Education Inflation

“Video killed the radio star!”

Let’s pretend for a minute that it’s 1999. What would your day look like?

You’d wake up with your radio alarm clock –check your PDA to see what your schedule was like for the day. Maybe you’d find out that a film you rented was due back at the video store.

Once you arrived at work, the fax machine might have been your next stop. If you were a student, the library may have been where you spent your day – doing research and using the card-catalogues to find materials.

If you were expecting a call, you couldn’t travel very far from the landline. . Hopefully no one was on the internet, because no calls could be made while someone was online.  As for bills – they came in the mail!

No, not e-mail. Physical mail; ‘snail mail’.

These were things that people couldn’t live without just a short decade ago. Today, they are all but obsolete.

Here is a humbling thought – how many jobs died out with these staples of life?

“As we create these new automations, it eliminates 10000 jobs at a time,” Thomas Frey, Futurist and former engineer and designer for IBM.

We’ve already seen a humbling amount of companies go belly up in the last 10 years. Titans like Blockbuster and Rogers Video have died out and even staples like Canada Post isn’t immune, cutting 8,000 jobs and phasing out door-to-door delivery.

Thomas Frey goes onto theorize that by 2013, half of the jobs that are currently in the west will either have transitioned into something else or be completely gone.

Need an example? Check out this blog entry that WE WROTE about the rise of the Chief Digital Officer, and how that position is pushing out the CIO and CMO.

Jobs and careers are shifting and changing, but are universities keeping up?

The numbers would suggest NO.



Why such a large drop in numbers? One plausible theory is because the retirement age has been delayed. For the first time in quite a while, the younger generation is competing with the older one. With jobs dying out and becoming automated, there just aren’t enough skilled positions to go around.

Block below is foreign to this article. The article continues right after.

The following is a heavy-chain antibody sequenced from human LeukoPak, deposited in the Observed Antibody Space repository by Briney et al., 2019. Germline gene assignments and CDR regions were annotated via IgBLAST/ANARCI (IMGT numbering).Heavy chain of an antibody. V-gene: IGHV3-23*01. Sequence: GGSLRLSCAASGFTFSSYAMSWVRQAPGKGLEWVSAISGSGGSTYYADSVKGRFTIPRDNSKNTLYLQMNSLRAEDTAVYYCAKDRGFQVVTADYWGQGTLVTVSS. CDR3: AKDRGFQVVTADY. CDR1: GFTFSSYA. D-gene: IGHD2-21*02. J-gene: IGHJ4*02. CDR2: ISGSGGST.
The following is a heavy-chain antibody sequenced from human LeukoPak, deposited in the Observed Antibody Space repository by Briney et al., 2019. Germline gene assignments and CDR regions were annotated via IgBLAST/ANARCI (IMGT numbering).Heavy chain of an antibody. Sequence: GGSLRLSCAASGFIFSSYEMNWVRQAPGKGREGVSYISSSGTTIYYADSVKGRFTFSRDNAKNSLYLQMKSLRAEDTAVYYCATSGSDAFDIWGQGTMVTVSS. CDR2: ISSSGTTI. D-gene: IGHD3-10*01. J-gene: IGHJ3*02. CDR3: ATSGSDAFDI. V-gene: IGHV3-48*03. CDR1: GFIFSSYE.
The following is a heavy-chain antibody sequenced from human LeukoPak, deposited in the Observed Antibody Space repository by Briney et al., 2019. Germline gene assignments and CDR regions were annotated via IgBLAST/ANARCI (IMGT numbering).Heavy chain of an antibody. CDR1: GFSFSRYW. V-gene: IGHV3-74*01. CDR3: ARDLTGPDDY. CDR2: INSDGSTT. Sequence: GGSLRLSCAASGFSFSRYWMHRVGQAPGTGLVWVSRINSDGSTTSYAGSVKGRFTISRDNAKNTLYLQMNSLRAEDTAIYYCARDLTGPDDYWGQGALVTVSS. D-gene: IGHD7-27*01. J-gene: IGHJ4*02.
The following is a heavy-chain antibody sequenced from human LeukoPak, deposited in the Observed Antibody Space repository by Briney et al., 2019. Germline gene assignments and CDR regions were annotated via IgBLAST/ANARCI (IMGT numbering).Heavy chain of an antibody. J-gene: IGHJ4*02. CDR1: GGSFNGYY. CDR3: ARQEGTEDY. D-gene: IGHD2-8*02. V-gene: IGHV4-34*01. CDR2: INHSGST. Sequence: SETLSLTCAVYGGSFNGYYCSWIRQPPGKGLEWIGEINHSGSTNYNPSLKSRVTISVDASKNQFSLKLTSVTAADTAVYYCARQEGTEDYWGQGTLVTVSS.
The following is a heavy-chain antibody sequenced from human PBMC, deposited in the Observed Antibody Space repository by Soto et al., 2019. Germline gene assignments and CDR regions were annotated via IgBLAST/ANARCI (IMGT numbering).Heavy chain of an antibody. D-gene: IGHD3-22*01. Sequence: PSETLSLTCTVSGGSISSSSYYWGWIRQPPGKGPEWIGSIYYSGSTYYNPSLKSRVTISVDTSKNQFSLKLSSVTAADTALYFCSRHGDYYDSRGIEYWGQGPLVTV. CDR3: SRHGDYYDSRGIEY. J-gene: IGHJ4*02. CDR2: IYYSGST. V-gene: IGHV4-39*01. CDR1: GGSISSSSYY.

That leaves slim pickings for even unskilled or low-skilled positions.


Low skilled jobs refer to work that requires no specific education or experience. Jobs that don’t require a university or college degree. Which at first glance, might seem like a good thing. Post-secondary education is expensive and the methods of it aren’t for everyone.

Despite this, a record number of Canadian youth are going to university. As of 2011, approximately 75% of the Canadian under 30 population had gone to university. That leads to Education Inflation. 

Academic inflation can be defined as the combined circumstances where a degree becomes a requirement for more jobs while, at the same time, becoming an insufficient entry requirement to others –

Education inflation works on the same idea as economic inflation. As more and more people get degrees, those degrees become less valuable to employers. Where a Bachelor degree may have done 10 years ago, a Masters is now needed.

Post-secondary education is no longer optional. A Bachelor of Arts, Bachelor of Science or a Bachelor of Commerce are now almost expected to be had after high school. Which means those same degrees could be looked at with the same regard as a very expensive high school diploma.

Couple this with the advancements in technology, which is causing more jobs to die out. In Canada,  you essentially have a situation where universities are charging to prepare students for jobs that aren’t needed, or don’t even exist any more.

Graduates are entering a job market that doesn’t want or need to hire them with thousands of dollars of debt.

Education inflation

This contributes to the widening gap in Canada between the haves and have-nots.

No training = no funds=no progress.

This could be a catastrophe down the road. Increasingly, countries success depends on the skills its citizens have. If the young people aren’t getting the training, they won’t develop the skills that will be needed when the older generation finally does retire. When that happens, who will buy the houses, who will pay for the social programs, and who will adapt to the new jobs?

Who will be the innovators that drive the Canadian economy forward?

Will Canada be a country without any innovations or skills? Will other countries who have been training and hiring their youth well sweep in to take the power and innovation that Canada has enjoyed for the last few decades?



There are 34 countries in the OECD, and those include Korea, Slovenia and Chile. That could mean that in a few short years, there could be 33 countries ahead of Canada leading in innovation, technology and useful skills.

The plight of the young workers in Canada is not an isolated problem. It could affect everyone.


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